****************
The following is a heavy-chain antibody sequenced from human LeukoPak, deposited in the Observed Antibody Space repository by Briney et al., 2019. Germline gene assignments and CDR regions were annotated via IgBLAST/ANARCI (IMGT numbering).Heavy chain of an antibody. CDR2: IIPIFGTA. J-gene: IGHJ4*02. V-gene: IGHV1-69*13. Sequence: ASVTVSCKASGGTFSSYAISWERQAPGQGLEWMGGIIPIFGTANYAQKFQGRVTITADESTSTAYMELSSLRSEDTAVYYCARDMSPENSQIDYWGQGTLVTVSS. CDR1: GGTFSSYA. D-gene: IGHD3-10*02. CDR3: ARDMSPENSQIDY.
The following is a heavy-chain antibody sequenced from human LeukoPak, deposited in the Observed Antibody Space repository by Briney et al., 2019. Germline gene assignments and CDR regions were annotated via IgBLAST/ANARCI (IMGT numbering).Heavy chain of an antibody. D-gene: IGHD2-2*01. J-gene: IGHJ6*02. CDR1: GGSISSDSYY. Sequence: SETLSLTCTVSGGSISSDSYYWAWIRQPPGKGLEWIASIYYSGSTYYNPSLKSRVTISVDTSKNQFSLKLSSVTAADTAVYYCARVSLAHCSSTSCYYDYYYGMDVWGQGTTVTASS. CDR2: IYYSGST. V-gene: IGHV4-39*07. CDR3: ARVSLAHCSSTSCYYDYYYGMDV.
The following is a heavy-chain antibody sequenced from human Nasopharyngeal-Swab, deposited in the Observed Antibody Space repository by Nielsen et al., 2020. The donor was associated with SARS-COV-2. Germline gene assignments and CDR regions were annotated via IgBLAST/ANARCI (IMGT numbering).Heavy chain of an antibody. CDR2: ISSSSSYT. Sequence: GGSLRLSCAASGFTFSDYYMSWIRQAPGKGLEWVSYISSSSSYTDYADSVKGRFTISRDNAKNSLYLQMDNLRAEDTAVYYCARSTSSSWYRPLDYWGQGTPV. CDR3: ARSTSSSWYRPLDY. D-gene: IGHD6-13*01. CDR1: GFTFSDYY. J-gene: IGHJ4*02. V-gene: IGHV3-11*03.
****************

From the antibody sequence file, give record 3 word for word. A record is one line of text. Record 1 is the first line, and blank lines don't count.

The following is a heavy-chain antibody sequenced from human Nasopharyngeal-Swab, deposited in the Observed Antibody Space repository by Nielsen et al., 2020. The donor was associated with SARS-COV-2. Germline gene assignments and CDR regions were annotated via IgBLAST/ANARCI (IMGT numbering).Heavy chain of an antibody. CDR2: ISSSSSYT. Sequence: GGSLRLSCAASGFTFSDYYMSWIRQAPGKGLEWVSYISSSSSYTDYADSVKGRFTISRDNAKNSLYLQMDNLRAEDTAVYYCARSTSSSWYRPLDYWGQGTPV. CDR3: ARSTSSSWYRPLDY. D-gene: IGHD6-13*01. CDR1: GFTFSDYY. J-gene: IGHJ4*02. V-gene: IGHV3-11*03.